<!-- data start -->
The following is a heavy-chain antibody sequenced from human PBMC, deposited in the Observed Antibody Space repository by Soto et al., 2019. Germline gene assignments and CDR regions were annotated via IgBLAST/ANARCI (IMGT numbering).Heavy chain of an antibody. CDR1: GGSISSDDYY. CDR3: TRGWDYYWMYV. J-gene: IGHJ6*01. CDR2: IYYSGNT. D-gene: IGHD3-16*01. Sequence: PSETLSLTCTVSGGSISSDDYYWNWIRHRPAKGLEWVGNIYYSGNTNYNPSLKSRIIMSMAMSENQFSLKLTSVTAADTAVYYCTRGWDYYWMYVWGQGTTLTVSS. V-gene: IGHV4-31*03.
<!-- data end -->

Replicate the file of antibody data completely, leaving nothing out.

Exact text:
The following is a heavy-chain antibody sequenced from human PBMC, deposited in the Observed Antibody Space repository by Soto et al., 2019. Germline gene assignments and CDR regions were annotated via IgBLAST/ANARCI (IMGT numbering).Heavy chain of an antibody. CDR1: GGSISSDDYY. CDR3: TRGWDYYWMYV. J-gene: IGHJ6*01. CDR2: IYYSGNT. D-gene: IGHD3-16*01. Sequence: PSETLSLTCTVSGGSISSDDYYWNWIRHRPAKGLEWVGNIYYSGNTNYNPSLKSRIIMSMAMSENQFSLKLTSVTAADTAVYYCTRGWDYYWMYVWGQGTTLTVSS. V-gene: IGHV4-31*03.